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Day 74 – Thru the Bible
Today we continue Judges and Psalms.
Judges 13 – More than anywhere else in Judges, the stories of Samson demonstrate: (1) the presence of God with His people, (2) the sinfulness of people who need salvation, (3) the Spirit of God who empowers His servants, and (4) the self-sacrificing act of God who provides salvation.
The birth announcement of Samson reveals the presence of God with His people. Gradually, as with Gideon, the angel of the Lord is recognized as God Himself. This experience, expected to bring death, instead leads to worship.
Central to discipleship is the increasing recognition of the identity of Jesus leading to worship. The New Testament understands Jesus as the visible representation of the invisible God (John 8:58; Colossians 1:15).
In Judges, God’s presence is most evident when His people are most helpless.
How does this pattern finds its completion in the coming of Jesus? Hint: Matthew 4:13–17; John 3:19–21; Romans 5:6; Galatians 4:3–5.
Our hopeless circumstances are not a hindrance to the God of all grace.
Judges 14 – The life of Samson embodies the sinfulness of a people who need salvation. God ordained that Samson’s Nazirite vow extend from birth to death. Samson breaks each Nazirite regulation. He touches a dead body, comes into contact with products of the vineyard, and provides an occasion for drinking wine. In Judges 16 his hair is cut.
The idea of seeing Samson as the embodiment of Israel’s need for salvation extends beyond his breaking of the Nazirite vow. Like Israel, he is governed by what is right in his own eyes, a mind-set that is deeply evil in God’s sight.
Neither Samson nor his parents have the spiritual vision to see God sovereignly working His salvation even through the sinful choices of a man.
How do we see God working His salvation through the acts of sinful men in the Gospel? Hint: Acts 2:23.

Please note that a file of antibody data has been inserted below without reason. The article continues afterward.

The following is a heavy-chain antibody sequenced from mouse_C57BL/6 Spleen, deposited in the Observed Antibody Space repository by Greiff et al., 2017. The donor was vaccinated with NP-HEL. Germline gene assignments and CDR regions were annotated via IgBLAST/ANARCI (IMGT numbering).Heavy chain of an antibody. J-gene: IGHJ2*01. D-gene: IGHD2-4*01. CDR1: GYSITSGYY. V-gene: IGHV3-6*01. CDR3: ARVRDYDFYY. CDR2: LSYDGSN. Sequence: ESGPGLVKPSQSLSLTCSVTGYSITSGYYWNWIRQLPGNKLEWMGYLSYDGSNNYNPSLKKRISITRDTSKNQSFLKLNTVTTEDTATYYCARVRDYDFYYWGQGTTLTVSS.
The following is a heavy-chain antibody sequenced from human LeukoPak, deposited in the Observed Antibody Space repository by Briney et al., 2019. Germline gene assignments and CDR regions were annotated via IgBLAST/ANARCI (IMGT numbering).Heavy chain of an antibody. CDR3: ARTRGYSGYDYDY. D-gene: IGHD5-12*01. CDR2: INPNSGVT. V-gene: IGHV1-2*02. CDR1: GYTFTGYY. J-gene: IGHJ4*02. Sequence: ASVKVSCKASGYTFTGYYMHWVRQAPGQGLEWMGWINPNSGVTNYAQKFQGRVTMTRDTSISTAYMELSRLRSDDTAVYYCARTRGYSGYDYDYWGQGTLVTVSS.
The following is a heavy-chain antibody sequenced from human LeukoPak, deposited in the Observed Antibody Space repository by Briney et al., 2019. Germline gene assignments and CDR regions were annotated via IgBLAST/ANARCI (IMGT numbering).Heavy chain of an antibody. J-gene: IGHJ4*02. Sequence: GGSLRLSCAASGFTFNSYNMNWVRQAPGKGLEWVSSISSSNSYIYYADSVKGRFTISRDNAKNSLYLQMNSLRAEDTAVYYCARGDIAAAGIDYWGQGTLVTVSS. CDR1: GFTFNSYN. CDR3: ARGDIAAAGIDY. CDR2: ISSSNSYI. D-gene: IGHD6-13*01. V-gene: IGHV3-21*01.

Judges 15 – God’s mission finds no success without the Spirit of the Lord empowering His servants, despite their obvious failings and disservice to Him. Deliverance from the attacking lion and several initial defeats of the Philistines are attributed to the Spirit who “rushes” upon Samson. As with other judges, this demonstrates the legitimacy of Samson’s saving mission and is later echoed when the Spirit “rushes upon” the first two kings of Israel, enabling their feats of deliverance (1 Samuel 11:6; 16:13).
How do we see the culmination and continuation of God’s saving mission coming by means of the Spirit’s confirmation in the New Testament? Hint: Matthew 3:16–17.
Despite our obvious failings and disservice to God, how do we see the Spirit empower the Church today? Hint: Acts 1:8.
Psalm 74 – under the Old Covenant the tabernacle represented God’s presence among His people, so when Asaph sees prophetically the day when the temple will be destroyed, he is emotionally undone, wondering if God has abandoned His people.
Asaph thus provides a pattern for how to trust God when your world is falling apart. We first recall God’s faithfulness in the past by reading biblical stories of God’s mighty acts, remembering testimonies from contemporaries, and recalling God’s personal help in our own life—supremely through the gospel of grace.
Like a lawyer, Asaph argues for why God must act. On the one hand, Asaph asks God to defend His own reputation. Then he appeals to God’s covenant promises to His children. Such appeals represent a believer’s love for his Father’s name, arising from his past experience of God’s love.
How did Jesus surpass the temple by bringing God’s presence to earth tangibly? Hint: John 2:18–22.
How does recalling God’s demonstration of love and faithfulness in Jesus quiet all fears that God could disappoint us? Hint: Romans 8:31–38.
In Jesus, we are utterly secure and God has revealed supreme “regard for the covenant” (verse 20). Jesus has paid for the curses of covenant disobedience, and we covenant breakers are put right with God for free, through the finished work of Jesus (Galatians 3:10–14).
What other thoughts or questions does today’s reading bring up?
Some of these notes are from the ESV Gospel Transformation Bible study notes. We highly recommend this study Bible.
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